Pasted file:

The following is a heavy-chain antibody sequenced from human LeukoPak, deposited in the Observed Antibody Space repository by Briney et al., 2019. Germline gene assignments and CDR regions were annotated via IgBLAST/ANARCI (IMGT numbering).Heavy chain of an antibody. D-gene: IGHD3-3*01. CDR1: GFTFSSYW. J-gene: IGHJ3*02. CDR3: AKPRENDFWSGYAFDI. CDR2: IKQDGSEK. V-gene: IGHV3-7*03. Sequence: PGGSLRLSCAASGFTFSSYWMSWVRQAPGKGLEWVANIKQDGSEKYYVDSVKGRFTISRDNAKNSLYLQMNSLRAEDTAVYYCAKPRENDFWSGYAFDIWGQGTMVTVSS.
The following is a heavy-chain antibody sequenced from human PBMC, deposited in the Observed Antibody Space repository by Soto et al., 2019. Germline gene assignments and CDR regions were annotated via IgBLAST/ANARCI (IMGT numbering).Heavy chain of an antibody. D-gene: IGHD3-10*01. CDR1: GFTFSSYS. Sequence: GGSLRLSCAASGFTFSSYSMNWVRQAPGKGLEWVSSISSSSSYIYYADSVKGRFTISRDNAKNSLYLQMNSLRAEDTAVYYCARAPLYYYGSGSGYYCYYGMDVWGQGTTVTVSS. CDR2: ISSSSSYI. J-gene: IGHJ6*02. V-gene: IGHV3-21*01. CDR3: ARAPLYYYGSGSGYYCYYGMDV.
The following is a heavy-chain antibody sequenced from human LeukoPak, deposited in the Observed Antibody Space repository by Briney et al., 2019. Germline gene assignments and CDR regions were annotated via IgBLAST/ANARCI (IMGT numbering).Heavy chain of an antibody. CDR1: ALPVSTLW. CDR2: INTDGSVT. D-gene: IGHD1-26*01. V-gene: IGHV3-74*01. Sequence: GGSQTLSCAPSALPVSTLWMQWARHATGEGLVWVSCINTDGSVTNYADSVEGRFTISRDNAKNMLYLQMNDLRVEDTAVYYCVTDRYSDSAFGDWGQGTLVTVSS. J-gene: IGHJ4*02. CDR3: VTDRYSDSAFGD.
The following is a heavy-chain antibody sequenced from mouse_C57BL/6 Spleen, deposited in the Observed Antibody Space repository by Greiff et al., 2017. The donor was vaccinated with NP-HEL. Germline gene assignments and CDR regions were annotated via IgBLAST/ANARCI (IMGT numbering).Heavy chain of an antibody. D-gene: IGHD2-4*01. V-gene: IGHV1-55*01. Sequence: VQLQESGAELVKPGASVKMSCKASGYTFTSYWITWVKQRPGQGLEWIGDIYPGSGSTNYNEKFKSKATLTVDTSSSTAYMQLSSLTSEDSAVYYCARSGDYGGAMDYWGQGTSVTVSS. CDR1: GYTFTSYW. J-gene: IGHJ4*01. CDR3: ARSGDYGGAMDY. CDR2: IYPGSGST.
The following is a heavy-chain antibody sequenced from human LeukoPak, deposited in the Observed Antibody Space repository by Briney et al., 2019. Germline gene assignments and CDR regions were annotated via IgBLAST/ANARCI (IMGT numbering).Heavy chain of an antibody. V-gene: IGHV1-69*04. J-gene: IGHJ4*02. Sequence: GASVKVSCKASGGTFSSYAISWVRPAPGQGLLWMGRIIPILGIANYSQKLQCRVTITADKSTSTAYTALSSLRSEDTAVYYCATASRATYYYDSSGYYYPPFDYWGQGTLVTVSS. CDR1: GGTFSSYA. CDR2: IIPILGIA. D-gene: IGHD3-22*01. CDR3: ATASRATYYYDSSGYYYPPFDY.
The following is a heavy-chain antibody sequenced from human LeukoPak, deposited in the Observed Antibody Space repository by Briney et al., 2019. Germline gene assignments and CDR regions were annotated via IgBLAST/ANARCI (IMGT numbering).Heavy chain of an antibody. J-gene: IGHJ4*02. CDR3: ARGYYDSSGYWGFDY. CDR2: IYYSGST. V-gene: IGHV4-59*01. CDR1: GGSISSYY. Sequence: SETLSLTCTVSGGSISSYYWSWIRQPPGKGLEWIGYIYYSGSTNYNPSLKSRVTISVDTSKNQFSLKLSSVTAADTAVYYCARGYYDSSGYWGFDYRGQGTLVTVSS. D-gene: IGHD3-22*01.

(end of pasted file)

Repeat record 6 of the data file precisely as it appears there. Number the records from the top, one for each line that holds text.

The following is a heavy-chain antibody sequenced from human LeukoPak, deposited in the Observed Antibody Space repository by Briney et al., 2019. Germline gene assignments and CDR regions were annotated via IgBLAST/ANARCI (IMGT numbering).Heavy chain of an antibody. J-gene: IGHJ4*02. CDR3: ARGYYDSSGYWGFDY. CDR2: IYYSGST. V-gene: IGHV4-59*01. CDR1: GGSISSYY. Sequence: SETLSLTCTVSGGSISSYYWSWIRQPPGKGLEWIGYIYYSGSTNYNPSLKSRVTISVDTSKNQFSLKLSSVTAADTAVYYCARGYYDSSGYWGFDYRGQGTLVTVSS. D-gene: IGHD3-22*01.